Choosing a font for a book cover is a critical decision. Strong cover typography can help draw target readers towards your book; weak cover typography will quickly suggest to potential readers that the book is unprofessionally produced, and that might very well turn them away. There’s certainly a lot more to typography than mere font choice, but font choice is an important start, especially when you’re starting out as a cover designer. With a seemingly infinite number of font choices at your disposal, how do you sort out the “good” ones? Here are some helpful tips for choosing effective cover fonts.
1. Not all fonts are title fonts.
And preemptively, not all fonts are professional-grade. If Tip number one is sticking to title-bound fonts, Tip number zero is to stick to credible foundries, and sticking to Adobe Typekit fonts is a great way to do that. Moreover, avoiding “free” font websites will keep you out of potential trouble with licensing issues.
Even in the pool of professional fonts, not all of them are built for cover typography. There are plenty of wonderful body text fonts out there, but they’re built such that they have advantages for body text typesetting that don’t translate well to use on covers. Steer clear of using these fonts as your cover title font. This would be like trying to fit a square peg into a round hole, and we can’t have that. You wouldn’t use a display font for your body text, and the logic of that goes both ways.
Adobe Fonts can be helpful in suggesting whether a font is destined for cover typography or not. Even simply witnessing how Adobe presents the font and shows it off can offer clues as to whether or not the font is meant for display purposes. And as always, you can look to professional book covers to get ideas for examples of professional cover fonts. When it comes to book design, imitation is more than a high form of flattery; it’s a reliable learning method.
2. Tailor font choice to the book’s intentions.
On top of being credible, cover fonts should be appropriate. Of course you wouldn’t use a script font for body text. You also wouldn’t use a script font on the cover of a sturdy John Grisham-esque suspense thriller. It’s critical to choose fonts that match your book’s intentions, fonts that agree with the book’s content, and fonts that speak to the book’s target audience in tones that are both assuring and exciting. When designing a book cover, your goal is to attract the attention of your target market without misleading them, and that begins with selecting an appropriate font.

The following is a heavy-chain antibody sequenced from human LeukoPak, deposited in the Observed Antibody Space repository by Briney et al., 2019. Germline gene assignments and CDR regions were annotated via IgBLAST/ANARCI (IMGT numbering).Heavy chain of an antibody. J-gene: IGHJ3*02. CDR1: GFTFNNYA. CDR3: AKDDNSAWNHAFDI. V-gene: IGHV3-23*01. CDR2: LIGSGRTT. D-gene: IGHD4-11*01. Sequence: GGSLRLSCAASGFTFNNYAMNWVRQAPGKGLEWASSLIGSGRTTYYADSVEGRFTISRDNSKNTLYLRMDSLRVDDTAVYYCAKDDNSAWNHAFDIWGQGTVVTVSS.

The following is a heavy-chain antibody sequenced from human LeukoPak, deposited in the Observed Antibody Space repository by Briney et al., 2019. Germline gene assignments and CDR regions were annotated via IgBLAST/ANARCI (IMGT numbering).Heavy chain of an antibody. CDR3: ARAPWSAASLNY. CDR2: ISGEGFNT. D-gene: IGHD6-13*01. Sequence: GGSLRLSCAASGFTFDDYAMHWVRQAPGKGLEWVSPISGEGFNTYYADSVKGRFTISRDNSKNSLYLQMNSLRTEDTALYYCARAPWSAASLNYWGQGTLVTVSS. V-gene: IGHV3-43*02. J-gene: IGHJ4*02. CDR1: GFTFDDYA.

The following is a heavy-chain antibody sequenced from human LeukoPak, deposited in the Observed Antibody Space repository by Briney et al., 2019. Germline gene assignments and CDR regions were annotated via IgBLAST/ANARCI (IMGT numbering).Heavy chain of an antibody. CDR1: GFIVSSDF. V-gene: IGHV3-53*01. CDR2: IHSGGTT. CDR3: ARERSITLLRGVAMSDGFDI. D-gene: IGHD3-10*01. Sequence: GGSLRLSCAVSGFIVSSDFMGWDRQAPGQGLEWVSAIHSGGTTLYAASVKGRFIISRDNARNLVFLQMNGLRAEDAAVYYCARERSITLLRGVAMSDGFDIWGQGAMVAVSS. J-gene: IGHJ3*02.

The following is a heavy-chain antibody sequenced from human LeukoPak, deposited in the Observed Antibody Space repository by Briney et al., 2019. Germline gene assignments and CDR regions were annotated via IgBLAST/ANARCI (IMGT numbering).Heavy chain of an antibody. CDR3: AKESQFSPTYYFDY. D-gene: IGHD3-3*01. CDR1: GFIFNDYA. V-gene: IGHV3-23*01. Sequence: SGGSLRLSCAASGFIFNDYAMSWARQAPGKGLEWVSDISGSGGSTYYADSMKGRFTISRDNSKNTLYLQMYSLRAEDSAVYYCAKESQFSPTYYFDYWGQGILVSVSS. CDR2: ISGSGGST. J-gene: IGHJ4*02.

Again, looking to comp titles might be your best strategy here. Study the conventions of different genres to learn patterns about their cover designs. For example, romance novels often have decorative script fonts with fancy flourishes on the letterforms. Contrarily, contemporary mystery novels typically showcase crisp sans serif fonts with breathy, spaced-out typography. When choosing a font for a book’s cover, if you ignore context, you’ll miss the mark every time.
3. Typography’s work isn’t finished after the font selection.
As self-publishing pro Tucker Max expertly advises on his blog Scribe Media, “The fonts on professionally designed covers are never just typed onto the cover … Even the perfect cover font will look unprofessional unless it is worked into the overall design.” This is where using professional-grade software really elevates your work. InDesign allows you to expertly manipulate typographical elements such as spacing, shading, relative sizing, lines, and more. Once you’ve chosen the right font for your cover, spending some time and energy tailoring the typography to your specific uses will mean the difference between an amateur-looking cover and a professional one. Invest time into simply playing with the typographical capabilities of InDesign; maybe try to recreate some of your favorite covers. The more well versed you are in typographical manipulation, and the more comfortable you are with your tools, the more successful you’ll be.
It’s an important job, cover design. And picking the right cover font might just be the most important decision you’ll make in that design process. But following these three tips can help guide you along toward producing successful cover typography.